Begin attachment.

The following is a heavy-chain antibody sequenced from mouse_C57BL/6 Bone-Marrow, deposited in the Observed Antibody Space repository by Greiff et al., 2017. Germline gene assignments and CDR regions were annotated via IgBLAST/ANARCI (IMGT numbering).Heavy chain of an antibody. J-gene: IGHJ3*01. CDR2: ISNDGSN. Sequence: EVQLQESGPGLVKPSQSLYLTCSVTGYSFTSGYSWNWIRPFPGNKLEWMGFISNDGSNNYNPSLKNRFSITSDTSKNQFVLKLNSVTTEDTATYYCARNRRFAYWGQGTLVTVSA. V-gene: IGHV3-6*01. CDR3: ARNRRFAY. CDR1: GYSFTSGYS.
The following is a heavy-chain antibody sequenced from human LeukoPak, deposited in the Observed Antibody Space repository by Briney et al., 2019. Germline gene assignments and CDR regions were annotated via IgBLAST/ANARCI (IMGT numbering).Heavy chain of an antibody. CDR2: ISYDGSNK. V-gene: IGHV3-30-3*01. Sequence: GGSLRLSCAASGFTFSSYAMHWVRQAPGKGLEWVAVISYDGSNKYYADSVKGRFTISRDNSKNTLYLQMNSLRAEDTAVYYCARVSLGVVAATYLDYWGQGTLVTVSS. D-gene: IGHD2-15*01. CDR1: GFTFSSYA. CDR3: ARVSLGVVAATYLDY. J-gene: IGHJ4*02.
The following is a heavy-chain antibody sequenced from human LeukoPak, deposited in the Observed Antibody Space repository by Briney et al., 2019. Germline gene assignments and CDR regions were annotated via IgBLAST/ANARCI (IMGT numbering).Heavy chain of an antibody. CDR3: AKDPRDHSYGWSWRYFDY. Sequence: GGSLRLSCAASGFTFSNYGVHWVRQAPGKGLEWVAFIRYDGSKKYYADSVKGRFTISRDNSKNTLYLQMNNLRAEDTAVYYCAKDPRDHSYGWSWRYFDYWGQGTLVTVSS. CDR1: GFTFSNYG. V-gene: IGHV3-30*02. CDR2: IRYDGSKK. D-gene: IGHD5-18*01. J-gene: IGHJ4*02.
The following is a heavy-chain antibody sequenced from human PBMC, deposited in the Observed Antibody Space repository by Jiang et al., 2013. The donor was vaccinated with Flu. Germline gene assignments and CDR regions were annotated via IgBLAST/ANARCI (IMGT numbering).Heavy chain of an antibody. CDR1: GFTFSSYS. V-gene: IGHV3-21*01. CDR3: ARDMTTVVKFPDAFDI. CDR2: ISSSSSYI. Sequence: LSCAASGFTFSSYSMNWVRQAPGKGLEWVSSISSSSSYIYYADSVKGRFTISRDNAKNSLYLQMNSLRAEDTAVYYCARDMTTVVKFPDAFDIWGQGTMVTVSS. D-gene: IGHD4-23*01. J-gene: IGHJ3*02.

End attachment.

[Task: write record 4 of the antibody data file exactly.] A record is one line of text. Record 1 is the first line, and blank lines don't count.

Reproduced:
The following is a heavy-chain antibody sequenced from human PBMC, deposited in the Observed Antibody Space repository by Jiang et al., 2013. The donor was vaccinated with Flu. Germline gene assignments and CDR regions were annotated via IgBLAST/ANARCI (IMGT numbering).Heavy chain of an antibody. CDR1: GFTFSSYS. V-gene: IGHV3-21*01. CDR3: ARDMTTVVKFPDAFDI. CDR2: ISSSSSYI. Sequence: LSCAASGFTFSSYSMNWVRQAPGKGLEWVSSISSSSSYIYYADSVKGRFTISRDNAKNSLYLQMNSLRAEDTAVYYCARDMTTVVKFPDAFDIWGQGTMVTVSS. D-gene: IGHD4-23*01. J-gene: IGHJ3*02.